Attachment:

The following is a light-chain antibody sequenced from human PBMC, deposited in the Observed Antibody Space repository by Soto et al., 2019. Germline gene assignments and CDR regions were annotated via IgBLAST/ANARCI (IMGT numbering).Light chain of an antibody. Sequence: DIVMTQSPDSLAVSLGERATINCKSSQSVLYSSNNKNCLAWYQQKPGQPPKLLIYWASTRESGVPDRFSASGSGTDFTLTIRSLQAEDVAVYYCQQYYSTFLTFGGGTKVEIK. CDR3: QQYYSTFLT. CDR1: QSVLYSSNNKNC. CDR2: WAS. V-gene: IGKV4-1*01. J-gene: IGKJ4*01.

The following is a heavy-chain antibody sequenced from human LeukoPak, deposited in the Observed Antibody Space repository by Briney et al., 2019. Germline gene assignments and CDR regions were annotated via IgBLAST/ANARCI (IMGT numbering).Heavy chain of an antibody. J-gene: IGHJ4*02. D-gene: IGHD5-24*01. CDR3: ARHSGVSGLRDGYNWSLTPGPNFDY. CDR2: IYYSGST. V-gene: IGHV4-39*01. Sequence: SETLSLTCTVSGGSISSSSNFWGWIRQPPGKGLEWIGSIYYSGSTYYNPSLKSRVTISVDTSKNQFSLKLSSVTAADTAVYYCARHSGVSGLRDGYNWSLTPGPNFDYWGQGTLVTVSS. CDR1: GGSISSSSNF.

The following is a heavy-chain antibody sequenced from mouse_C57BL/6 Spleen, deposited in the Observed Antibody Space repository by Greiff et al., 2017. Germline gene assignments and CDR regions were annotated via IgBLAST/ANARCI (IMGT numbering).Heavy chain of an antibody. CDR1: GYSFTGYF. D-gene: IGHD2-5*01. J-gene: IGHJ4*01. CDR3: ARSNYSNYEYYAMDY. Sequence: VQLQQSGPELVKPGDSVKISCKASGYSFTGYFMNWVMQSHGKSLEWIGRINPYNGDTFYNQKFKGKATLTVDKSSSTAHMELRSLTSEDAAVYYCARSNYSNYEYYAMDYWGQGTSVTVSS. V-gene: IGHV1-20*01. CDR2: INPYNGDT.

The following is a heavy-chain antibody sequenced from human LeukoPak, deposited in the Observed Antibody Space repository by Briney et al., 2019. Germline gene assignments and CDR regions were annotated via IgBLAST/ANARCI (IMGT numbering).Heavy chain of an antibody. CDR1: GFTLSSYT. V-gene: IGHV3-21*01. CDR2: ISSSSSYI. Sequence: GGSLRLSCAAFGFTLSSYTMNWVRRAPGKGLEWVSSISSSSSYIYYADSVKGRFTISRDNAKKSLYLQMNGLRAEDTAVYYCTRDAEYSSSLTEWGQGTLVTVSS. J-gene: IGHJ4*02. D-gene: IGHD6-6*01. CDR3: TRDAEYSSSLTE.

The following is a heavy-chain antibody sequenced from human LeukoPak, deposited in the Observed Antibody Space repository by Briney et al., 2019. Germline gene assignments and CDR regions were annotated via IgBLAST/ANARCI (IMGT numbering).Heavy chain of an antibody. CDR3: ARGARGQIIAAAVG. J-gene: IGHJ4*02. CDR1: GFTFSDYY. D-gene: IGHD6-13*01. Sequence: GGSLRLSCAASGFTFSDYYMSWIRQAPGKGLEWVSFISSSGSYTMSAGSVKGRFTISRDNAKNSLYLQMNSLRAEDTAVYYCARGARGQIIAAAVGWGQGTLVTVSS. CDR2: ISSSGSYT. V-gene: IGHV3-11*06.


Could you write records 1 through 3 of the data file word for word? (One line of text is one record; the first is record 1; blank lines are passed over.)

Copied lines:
The following is a light-chain antibody sequenced from human PBMC, deposited in the Observed Antibody Space repository by Soto et al., 2019. Germline gene assignments and CDR regions were annotated via IgBLAST/ANARCI (IMGT numbering).Light chain of an antibody. Sequence: DIVMTQSPDSLAVSLGERATINCKSSQSVLYSSNNKNCLAWYQQKPGQPPKLLIYWASTRESGVPDRFSASGSGTDFTLTIRSLQAEDVAVYYCQQYYSTFLTFGGGTKVEIK. CDR3: QQYYSTFLT. CDR1: QSVLYSSNNKNC. CDR2: WAS. V-gene: IGKV4-1*01. J-gene: IGKJ4*01.

The following is a heavy-chain antibody sequenced from human LeukoPak, deposited in the Observed Antibody Space repository by Briney et al., 2019. Germline gene assignments and CDR regions were annotated via IgBLAST/ANARCI (IMGT numbering).Heavy chain of an antibody. J-gene: IGHJ4*02. D-gene: IGHD5-24*01. CDR3: ARHSGVSGLRDGYNWSLTPGPNFDY. CDR2: IYYSGST. V-gene: IGHV4-39*01. Sequence: SETLSLTCTVSGGSISSSSNFWGWIRQPPGKGLEWIGSIYYSGSTYYNPSLKSRVTISVDTSKNQFSLKLSSVTAADTAVYYCARHSGVSGLRDGYNWSLTPGPNFDYWGQGTLVTVSS. CDR1: GGSISSSSNF.

The following is a heavy-chain antibody sequenced from mouse_C57BL/6 Spleen, deposited in the Observed Antibody Space repository by Greiff et al., 2017. Germline gene assignments and CDR regions were annotated via IgBLAST/ANARCI (IMGT numbering).Heavy chain of an antibody. CDR1: GYSFTGYF. D-gene: IGHD2-5*01. J-gene: IGHJ4*01. CDR3: ARSNYSNYEYYAMDY. Sequence: VQLQQSGPELVKPGDSVKISCKASGYSFTGYFMNWVMQSHGKSLEWIGRINPYNGDTFYNQKFKGKATLTVDKSSSTAHMELRSLTSEDAAVYYCARSNYSNYEYYAMDYWGQGTSVTVSS. V-gene: IGHV1-20*01. CDR2: INPYNGDT.